After several years of prosperity, where real estate deals were being closed on a daily basis, the global economic downturn affected Costa Rica real estate markets.
Not only was there a considerable decrease in real estate deals, but also the availability financial services for developers was severely hindered and processes became much more complicated.
This situation has caused not only investors to back off investment deals they had taken for granted, but it has also made it much more difficult for developers to complete their projects and meet their obligations.
There are some developers in Costa Rica where the breaching of contracts is part of their strategy in ‘get rich quick’ schemes.
Case in Point
The real estate development company Zeta Group or Inmobiliaria Zeta, headed by Cesare Zingone, first began construction of a large condo development in Jaco Costa Rica. The project carried the Ramada brand, which was exciting for prospective investors.
The Jaco Bay Ramada Condominiums and Resort of Costa Rica was to feature six local commercial suggested for a medical center, bank, spa, beauty salon, convenience store and laundry and the total investment in the condominium complex, hotel and commercial will be more than $100 million in a total area of 1,000 square meters.
In a classic bait and switch, once investment money began to roll in, the Ramada flag was removed and the name changed to Jaco Bay. The same was done on the development side not delivering what was promised.
The company’s CEO, Cesare Zingone is actively involved in several law suits both to property buyers that did not get what they were promised, but also by real estate agencies that sold Zeta condos to clients on good faith, only to have Zeta Group refuse to pay commissions, in some cases over $300,000 in commissions are still owed. Inmobiliaria Zeta has had numerous issues in the past and the owner Cesare Zingone, has had his fair share of incidents both nationally and internationally.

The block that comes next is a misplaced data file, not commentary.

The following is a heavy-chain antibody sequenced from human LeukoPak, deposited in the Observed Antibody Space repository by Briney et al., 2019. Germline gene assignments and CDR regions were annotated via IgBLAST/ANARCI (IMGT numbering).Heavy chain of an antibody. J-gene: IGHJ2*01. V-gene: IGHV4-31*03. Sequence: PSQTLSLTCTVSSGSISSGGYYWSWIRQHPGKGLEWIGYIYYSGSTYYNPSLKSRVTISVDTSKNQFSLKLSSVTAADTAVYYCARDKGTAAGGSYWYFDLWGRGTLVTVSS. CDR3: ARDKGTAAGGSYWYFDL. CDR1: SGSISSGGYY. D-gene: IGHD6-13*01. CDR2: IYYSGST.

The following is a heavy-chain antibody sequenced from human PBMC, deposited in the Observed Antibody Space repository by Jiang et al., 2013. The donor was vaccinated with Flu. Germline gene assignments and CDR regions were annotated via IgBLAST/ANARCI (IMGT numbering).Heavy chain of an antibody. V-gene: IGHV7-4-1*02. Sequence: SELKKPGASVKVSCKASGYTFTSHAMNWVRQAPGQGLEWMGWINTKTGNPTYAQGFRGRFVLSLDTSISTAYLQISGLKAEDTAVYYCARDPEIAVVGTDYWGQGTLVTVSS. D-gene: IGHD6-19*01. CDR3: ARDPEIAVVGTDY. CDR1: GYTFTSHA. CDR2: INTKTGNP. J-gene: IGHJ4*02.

Consequences of Breached Contracts
There are a few projects in Costa Rica that have had a long history of intentional contract breaches and the legal system benefits those companies that can afford a legal team to drag it through.
Not all developers that have breached contracts are doing it intentionally, many developers have had numerous successful developments but avoiding those with a bad history or reputation is key.
Now that financial suppliers are lending less money to buyers and, cash flow has decreased considerably causing certain projects to slow down or even to paralyze projects.
This situation has left many investors and buyers with nothing other than a piece of paper stating that certain amount of money was paid and that completion and delivery of what they paid for was due for a date that in many cases has already passed.
To make the situation even worse, in some cases the contracts that were signed with the developer were drafted by such party’s attorneys and in many opportunities did not even undergo reviews by third party counsel for the buyer and contain language that offers extensive protection only for the developer. Sometimes, language used is so vague that a situation of breach by the developer is almost impossible to exist.
In conclusion, if you are going through a situation like the ones described here, seek legal advice. In these cases, one must be focused on putting pressure on the developer.
It is important to act quickly when a breach of contract has been detected, because your investment in many cases may quickly change hands making the possibility of recovery much more complicated.
For more information on legal matters please contact GLC Abogados which is an experienced business law firm with a global acumen and a resolute focus on its core sectors of business development, investment, relocation, offshore structures and trade. With a unique understanding of the relationship between law and business, the firm advises individuals, start ups, corporations, financial institutions and multinationals in legal matters related to doing business in Costa Rica.